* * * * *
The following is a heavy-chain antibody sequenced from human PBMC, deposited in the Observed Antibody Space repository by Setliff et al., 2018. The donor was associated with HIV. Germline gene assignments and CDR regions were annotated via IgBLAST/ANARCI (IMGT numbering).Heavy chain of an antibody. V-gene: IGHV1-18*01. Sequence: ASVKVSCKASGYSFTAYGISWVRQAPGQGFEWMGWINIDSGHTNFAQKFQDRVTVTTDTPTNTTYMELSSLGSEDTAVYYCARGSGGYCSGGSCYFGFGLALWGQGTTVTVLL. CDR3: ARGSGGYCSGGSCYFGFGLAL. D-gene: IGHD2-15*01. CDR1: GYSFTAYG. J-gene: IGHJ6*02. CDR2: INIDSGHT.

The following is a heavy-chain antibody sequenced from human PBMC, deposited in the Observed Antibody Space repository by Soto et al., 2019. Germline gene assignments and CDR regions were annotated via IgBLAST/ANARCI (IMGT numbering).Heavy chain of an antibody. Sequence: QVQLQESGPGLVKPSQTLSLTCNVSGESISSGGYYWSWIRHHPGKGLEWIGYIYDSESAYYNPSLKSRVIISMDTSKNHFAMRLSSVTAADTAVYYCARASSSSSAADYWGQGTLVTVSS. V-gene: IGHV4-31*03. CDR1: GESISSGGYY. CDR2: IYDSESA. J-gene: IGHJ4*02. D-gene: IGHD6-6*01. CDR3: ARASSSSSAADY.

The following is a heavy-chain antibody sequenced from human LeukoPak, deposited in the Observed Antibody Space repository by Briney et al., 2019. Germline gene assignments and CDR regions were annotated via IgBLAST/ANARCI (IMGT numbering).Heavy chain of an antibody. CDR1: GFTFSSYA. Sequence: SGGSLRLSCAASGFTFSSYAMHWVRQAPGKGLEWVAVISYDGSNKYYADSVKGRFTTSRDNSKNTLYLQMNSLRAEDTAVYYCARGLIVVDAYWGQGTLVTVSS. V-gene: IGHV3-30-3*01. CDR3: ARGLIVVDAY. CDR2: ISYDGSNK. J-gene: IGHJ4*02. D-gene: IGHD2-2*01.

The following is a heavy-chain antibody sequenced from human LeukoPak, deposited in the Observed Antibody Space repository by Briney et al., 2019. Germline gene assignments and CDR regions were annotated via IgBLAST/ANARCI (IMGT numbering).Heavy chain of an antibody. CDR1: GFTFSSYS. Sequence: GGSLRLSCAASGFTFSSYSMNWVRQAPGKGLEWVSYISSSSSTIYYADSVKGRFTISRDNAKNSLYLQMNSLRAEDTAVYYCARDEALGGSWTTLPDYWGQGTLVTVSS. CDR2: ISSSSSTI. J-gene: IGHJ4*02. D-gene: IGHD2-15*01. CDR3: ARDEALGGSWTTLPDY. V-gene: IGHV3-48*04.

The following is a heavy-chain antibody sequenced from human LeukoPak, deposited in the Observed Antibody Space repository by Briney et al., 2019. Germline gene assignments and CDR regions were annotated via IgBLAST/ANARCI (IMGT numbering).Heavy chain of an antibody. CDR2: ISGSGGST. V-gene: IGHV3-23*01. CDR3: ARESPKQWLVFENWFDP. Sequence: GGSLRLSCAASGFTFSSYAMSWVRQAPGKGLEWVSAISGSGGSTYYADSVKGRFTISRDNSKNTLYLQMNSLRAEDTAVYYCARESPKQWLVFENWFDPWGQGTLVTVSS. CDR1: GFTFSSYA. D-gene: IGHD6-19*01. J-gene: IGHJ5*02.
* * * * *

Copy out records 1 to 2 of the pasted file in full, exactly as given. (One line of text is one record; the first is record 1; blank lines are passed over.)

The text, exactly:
The following is a heavy-chain antibody sequenced from human PBMC, deposited in the Observed Antibody Space repository by Setliff et al., 2018. The donor was associated with HIV. Germline gene assignments and CDR regions were annotated via IgBLAST/ANARCI (IMGT numbering).Heavy chain of an antibody. V-gene: IGHV1-18*01. Sequence: ASVKVSCKASGYSFTAYGISWVRQAPGQGFEWMGWINIDSGHTNFAQKFQDRVTVTTDTPTNTTYMELSSLGSEDTAVYYCARGSGGYCSGGSCYFGFGLALWGQGTTVTVLL. CDR3: ARGSGGYCSGGSCYFGFGLAL. D-gene: IGHD2-15*01. CDR1: GYSFTAYG. J-gene: IGHJ6*02. CDR2: INIDSGHT.

The following is a heavy-chain antibody sequenced from human PBMC, deposited in the Observed Antibody Space repository by Soto et al., 2019. Germline gene assignments and CDR regions were annotated via IgBLAST/ANARCI (IMGT numbering).Heavy chain of an antibody. Sequence: QVQLQESGPGLVKPSQTLSLTCNVSGESISSGGYYWSWIRHHPGKGLEWIGYIYDSESAYYNPSLKSRVIISMDTSKNHFAMRLSSVTAADTAVYYCARASSSSSAADYWGQGTLVTVSS. V-gene: IGHV4-31*03. CDR1: GESISSGGYY. CDR2: IYDSESA. J-gene: IGHJ4*02. D-gene: IGHD6-6*01. CDR3: ARASSSSSAADY.